27 January 2012

Replace “old” with “rich”

At some point during Science Online 12, Maggie Koerth-Baker (in middle of picture) asked,

Do you think the public communication conflicts have to do with older scientists vs. younger scientists?

Ah yes, the old joke: “Science progresses one funeral at a time.”

Let’s play a game. Think about some aspect of the way science is conducted know that you think needs reform: valuing outreach to the community (as in Maggie’s question above), promoting open access, not paying so much attention to journal impact factor. I bet that for each of those, someone who has written:

“Things will change as the new generation of scientists comes in.”

Try this: any time you see a statement about the culture of science where someone invokes age, replace “age” with “money.” When you hear people talk about “senior scientists,” replace it with “funded scientists.” * To be even more precise, “institutions with funded scientists.”

Institutions value money, and they value it in a way that is amplified and greater than the way individuals in that institution value money. Some institutions have gotten good at extracting money from research. The greater the money prospects, the more stultified and problematic the reward system becomes.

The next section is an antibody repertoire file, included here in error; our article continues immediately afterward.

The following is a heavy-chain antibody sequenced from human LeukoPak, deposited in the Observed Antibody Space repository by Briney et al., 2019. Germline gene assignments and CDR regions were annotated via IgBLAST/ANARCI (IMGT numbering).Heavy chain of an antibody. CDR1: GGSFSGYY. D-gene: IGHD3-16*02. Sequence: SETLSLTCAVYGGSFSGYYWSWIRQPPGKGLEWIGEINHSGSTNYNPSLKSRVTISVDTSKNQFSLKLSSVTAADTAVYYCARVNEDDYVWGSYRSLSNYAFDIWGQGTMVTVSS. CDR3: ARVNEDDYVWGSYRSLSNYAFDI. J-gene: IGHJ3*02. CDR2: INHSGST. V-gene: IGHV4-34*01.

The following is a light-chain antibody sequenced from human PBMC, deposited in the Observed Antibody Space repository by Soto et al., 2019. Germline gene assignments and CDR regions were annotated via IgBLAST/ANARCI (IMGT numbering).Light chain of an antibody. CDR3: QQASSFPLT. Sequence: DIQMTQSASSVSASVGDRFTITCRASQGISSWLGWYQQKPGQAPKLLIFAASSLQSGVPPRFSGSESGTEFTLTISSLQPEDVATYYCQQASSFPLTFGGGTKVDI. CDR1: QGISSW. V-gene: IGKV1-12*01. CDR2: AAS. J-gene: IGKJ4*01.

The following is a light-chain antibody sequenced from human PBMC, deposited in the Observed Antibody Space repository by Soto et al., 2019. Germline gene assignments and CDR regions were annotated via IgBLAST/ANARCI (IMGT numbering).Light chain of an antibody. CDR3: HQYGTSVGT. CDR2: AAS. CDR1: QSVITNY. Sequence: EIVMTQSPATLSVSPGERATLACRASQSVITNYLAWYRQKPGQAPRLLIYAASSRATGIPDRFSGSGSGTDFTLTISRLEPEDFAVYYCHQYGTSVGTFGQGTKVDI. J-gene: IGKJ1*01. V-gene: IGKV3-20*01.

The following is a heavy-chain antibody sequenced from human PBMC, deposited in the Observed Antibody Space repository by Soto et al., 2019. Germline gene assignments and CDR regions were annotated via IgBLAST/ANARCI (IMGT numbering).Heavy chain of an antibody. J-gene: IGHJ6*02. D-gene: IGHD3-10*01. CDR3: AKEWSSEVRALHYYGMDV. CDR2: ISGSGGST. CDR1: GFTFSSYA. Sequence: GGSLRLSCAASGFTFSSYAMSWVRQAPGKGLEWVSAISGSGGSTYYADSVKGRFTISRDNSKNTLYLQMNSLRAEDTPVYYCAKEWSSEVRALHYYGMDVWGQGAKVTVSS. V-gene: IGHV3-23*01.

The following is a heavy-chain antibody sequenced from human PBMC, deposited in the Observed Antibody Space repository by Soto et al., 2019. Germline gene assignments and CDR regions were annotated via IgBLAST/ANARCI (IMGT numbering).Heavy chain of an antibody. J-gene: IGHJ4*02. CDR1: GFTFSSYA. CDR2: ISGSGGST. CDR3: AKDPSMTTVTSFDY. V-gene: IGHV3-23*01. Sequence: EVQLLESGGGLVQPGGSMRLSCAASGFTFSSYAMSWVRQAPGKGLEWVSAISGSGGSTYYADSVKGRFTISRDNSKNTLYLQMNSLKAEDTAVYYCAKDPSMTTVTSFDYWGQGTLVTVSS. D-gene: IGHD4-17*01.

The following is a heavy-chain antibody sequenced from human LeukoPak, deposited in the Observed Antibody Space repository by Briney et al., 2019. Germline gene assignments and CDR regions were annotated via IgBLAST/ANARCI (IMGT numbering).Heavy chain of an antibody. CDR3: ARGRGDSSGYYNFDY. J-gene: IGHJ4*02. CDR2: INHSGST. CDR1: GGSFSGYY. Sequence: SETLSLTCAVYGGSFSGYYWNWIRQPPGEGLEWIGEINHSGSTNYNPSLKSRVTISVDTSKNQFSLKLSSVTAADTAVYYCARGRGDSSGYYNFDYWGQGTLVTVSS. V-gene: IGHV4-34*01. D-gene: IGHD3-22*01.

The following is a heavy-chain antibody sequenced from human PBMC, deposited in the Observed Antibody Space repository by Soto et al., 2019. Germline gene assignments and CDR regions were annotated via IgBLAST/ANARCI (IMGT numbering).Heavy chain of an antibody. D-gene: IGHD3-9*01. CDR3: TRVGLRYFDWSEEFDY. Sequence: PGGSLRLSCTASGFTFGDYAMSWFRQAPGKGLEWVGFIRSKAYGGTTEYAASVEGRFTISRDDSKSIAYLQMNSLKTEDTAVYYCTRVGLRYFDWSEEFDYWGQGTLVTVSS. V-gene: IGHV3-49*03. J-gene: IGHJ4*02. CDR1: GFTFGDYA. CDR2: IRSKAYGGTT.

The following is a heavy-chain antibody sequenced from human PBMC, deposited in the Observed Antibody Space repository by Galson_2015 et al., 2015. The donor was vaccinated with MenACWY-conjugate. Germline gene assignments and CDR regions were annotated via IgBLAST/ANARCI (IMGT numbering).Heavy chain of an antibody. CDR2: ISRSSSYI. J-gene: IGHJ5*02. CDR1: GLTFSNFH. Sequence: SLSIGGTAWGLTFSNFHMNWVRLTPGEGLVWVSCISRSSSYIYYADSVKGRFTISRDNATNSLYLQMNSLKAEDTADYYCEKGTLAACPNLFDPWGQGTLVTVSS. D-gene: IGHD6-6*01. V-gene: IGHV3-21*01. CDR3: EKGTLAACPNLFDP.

I’ve certainly seen a shift at my own institution. When I interviewed here, I was told by one administrator, “It’s not publish or perish here.” That was just at the start of a push to get more research here. As we have grown our research program, events were held to recognize people who publish in tier one journals and bring in more than a million dollars in grant money. I’m starting to hear things like, “We need to start paying attention to the impact factor of journals where people publish.”

Even when I hear administrators talk about “getting kids excited about science,” sometimes it feels like there’s a subtext of, “so they will be tuition paying students at our university in a few years.”

When you talk about how to changing academic and scientific culture, you’re talking about how to break the allure of money at the institutional level, rather than dealing with individual people who are recalcitrant.

With funding flat for the foreseeable future, it may be that the scientific reward scheme will change if the prospects for money become less predictable. Unfortunately, I think it more likely that there will be a greater push to adopt a dubious reward system that focuses on getting money, creating more prejudices against public science communication rather than less.

* Obviously, age and funding are correlated. In the United States, the average age of getting a research grant has been going up. I think it’s now somewhere in the 40s in many federal agencies.

Photo by _ColinS_ on Flickr; used under a Creative Commons license.

1 comment:

Andy said...

Bingo! I have often found in my field that the people who care the least about issues of open access and declining NSF funding are those who are the best funded themselves.